…and are carbs really what you think they are?
When you hear the word carbs, what immediately pops into your brain?
This day and age, it may be a skull and crossbones. Or maybe that little devil that sits on the shoulder of a cartoon character when he’s contemplating breaking the rules. In the culture that we live in, with keto and other low to no-carb diets being hugely popular, carbs have become synonymous with weight gain.
But carbs are your body’s main fuel source, so why are we so afraid of them?
Like everything else we put into our bodies, we must regulate the amount of carbs we eat and when we eat them, but it is important to fuel our bodies with carbs in order to have the energy we need to complete the tasks before us each day.
ESPECIALLY if you are an athlete. The American College of Sports Medicine says carbs should comprise 58% of a healthy person’s total calorie intake. And the Institute of Medicine published the recommendation that 45-65% of total caloric intake be carbs.
Carbohydrate literally means “hydrated carbon.” Carbs provide us with calories for energy by producing heat in the body. This occurs when carbon in the body unites with oxygen in the bloodstream. According to the NCCPT, “Carbon meets oxygen and things get heated.”
Obviously, carbs are important for athletes looking for a boost of energy to be at peak performance for their sports. But carbs also play an important part in regulating protein and fat metabolism. Not only do fats require carbs for their breakdown in the liver, but glucose (the most abundant sugar in the body) is necessary to assist in the digestion of other foods. And carbohydrates ultimately provide that glucose.
In a nutshell, we need carbs to
*fuel our bodies
*digest our foods
*regulate our blood sugar levels
So what do we do with this info?
First of all, it is important to recognize that there is a time and a place for certain carbs. Carbohydrates have a “glycemic index” (GI) which can help you in determining when and what to eat before an exercise session. The glycemic index of a food ranges from 1-100. The lower the number, the longer it takes to break down. The higher the number, the faster. So, if you need energy for a two hour football practice, it is important to fuel your body with a food that is low on the GI scale. If you need a quick supply of glucose, such as after an intense workout or if you are feeling lightheaded because lunch was hours ago, you should go with a higher GI food.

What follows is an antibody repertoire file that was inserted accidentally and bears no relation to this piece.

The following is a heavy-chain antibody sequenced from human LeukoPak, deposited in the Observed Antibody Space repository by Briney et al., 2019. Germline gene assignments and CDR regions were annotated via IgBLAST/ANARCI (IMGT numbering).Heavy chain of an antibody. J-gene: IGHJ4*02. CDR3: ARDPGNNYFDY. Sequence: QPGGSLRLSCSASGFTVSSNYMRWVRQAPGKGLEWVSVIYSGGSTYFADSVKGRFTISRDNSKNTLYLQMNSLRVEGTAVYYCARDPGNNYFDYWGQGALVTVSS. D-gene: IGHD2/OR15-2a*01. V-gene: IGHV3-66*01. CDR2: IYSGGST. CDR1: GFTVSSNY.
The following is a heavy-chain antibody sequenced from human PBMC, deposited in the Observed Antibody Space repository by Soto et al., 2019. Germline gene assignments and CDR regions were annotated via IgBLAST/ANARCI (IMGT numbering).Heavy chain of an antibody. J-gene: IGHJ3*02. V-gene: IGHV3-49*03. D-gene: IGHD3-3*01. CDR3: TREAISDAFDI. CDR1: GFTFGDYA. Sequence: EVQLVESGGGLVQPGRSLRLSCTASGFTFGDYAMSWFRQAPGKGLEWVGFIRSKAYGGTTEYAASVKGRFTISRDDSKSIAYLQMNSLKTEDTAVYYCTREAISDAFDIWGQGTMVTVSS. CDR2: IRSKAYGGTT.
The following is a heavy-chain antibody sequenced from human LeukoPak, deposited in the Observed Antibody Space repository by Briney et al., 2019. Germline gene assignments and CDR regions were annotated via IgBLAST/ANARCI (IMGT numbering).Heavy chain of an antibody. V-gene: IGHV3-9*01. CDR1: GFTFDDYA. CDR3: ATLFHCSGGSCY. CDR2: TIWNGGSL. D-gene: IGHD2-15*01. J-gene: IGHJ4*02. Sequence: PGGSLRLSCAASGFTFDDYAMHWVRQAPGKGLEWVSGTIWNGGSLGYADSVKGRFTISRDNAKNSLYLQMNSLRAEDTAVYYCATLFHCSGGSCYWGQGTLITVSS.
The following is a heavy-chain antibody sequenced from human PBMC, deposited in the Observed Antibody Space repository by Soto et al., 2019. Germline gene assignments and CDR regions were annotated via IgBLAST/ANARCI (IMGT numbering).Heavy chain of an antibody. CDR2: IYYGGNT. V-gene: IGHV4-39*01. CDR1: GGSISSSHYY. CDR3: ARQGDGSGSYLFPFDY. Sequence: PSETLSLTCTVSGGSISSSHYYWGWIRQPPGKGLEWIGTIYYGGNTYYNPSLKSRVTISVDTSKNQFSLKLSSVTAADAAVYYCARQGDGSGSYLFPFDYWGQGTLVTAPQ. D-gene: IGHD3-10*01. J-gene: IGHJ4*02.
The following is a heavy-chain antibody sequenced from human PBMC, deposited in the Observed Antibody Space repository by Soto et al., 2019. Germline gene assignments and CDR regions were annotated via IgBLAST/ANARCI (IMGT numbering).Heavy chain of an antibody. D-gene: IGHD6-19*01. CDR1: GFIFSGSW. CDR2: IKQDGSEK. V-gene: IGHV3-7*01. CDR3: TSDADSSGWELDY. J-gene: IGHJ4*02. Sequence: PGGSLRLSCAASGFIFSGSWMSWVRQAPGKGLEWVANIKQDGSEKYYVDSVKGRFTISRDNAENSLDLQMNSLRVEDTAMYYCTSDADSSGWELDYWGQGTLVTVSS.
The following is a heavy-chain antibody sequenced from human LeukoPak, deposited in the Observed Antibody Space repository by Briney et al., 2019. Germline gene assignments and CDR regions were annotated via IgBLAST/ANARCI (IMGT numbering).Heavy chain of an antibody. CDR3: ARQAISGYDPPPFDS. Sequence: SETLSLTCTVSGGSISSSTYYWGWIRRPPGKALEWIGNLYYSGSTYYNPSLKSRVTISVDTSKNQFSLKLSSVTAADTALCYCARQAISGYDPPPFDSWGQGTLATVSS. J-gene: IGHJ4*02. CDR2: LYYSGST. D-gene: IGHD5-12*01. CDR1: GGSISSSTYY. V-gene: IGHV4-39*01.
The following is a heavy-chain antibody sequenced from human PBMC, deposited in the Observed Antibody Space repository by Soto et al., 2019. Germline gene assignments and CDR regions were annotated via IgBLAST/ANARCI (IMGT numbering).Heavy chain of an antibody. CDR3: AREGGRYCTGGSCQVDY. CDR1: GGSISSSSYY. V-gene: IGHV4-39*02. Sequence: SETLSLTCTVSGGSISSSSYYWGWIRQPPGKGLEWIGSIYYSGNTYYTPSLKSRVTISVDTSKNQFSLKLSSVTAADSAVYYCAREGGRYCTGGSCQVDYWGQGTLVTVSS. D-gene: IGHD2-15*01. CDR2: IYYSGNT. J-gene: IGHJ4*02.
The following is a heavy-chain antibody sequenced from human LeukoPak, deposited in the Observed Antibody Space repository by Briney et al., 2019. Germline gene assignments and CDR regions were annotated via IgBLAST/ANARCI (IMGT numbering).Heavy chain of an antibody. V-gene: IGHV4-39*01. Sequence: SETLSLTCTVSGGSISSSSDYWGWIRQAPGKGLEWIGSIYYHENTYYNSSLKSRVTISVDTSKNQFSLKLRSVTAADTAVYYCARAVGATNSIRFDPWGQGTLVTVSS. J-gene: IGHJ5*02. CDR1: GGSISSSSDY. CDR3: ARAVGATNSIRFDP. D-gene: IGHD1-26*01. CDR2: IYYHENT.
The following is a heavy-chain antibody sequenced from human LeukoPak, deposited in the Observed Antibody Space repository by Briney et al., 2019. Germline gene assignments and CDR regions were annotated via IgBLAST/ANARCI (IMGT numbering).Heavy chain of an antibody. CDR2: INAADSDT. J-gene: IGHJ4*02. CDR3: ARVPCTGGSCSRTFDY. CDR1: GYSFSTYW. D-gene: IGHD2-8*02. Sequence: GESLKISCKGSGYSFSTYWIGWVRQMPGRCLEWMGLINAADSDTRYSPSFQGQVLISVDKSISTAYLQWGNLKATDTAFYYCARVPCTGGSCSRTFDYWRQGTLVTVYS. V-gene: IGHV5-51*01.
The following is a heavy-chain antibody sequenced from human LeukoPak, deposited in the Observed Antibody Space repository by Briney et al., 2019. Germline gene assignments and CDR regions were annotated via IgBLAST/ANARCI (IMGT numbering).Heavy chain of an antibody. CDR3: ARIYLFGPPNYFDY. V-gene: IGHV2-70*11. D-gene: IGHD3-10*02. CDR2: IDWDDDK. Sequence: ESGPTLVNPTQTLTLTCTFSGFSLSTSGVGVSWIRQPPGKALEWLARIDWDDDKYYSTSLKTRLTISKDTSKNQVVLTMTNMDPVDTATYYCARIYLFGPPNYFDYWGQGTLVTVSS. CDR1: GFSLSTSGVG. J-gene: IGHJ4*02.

The cool thing about the glycemic index is that a high GI food can be modified to break down more slowly by adding a protein or fat to it. For example, a bagel has a high glycemic index, but by adding peanut butter to it (peanuts have a low glycemic index), the overall glycemic index of the meal will be lowered and converted into glucose at a slower rate.
Here are some foods with a low glycemic index…
- Sweet potatoes
- Brown rice
- Grass-fed beef
- Free-range chicken
These are foods with a medium GI…
- Whole wheat bread
- Wild rice
And these foods have a high glycemic index…
- White potatoes
- White rice
- Baked goods
So, what is a good idea to eat and when?
The night before a big event:
Eat more carbs than you normally would to load up on your glycogen stores. Choose foods that are low in fat and moderate in high quality protein. Pasta is a good idea, but remember to add some protein in the mix (grass-fed beef meatballs are a good choice). And skip the dessert.
2-4 hours before the event:
Choose a meal with a low to medium glycemic index. Some good choices are oatmeal and fruit, baked sweet potato and chicken, or whole wheat toast and bananas slices. You are looking for foods that are slow to digest and keep you fueled.
30 minutes before the event:
Choose mostly high-glycemic foods just before a workout. This is the time for fruit juices, cereal, and sports drinks. During a particularly intense workout, you may also be able to handle raisins, gel, and/or sports drinks to replenish your stores of glycogen.
So these are the recommended foods, now what’s off the table?
- Foods high in fat
- High fiber foods
- High protein foods
If carbs are not available for energy while you’re working out, your body will resort to breaking down fats or proteins. Protein is too complicated of a nutrient for your body to break down while you’re being active, and the energy won’t be ready for your body to keep up with your intense workout.
Have I sufficiently convinced you how important healthy carbs are to your performance? Good! I will leave you with one of my favorite meals for fueling my body before a workout. It’s yummy and satisfying!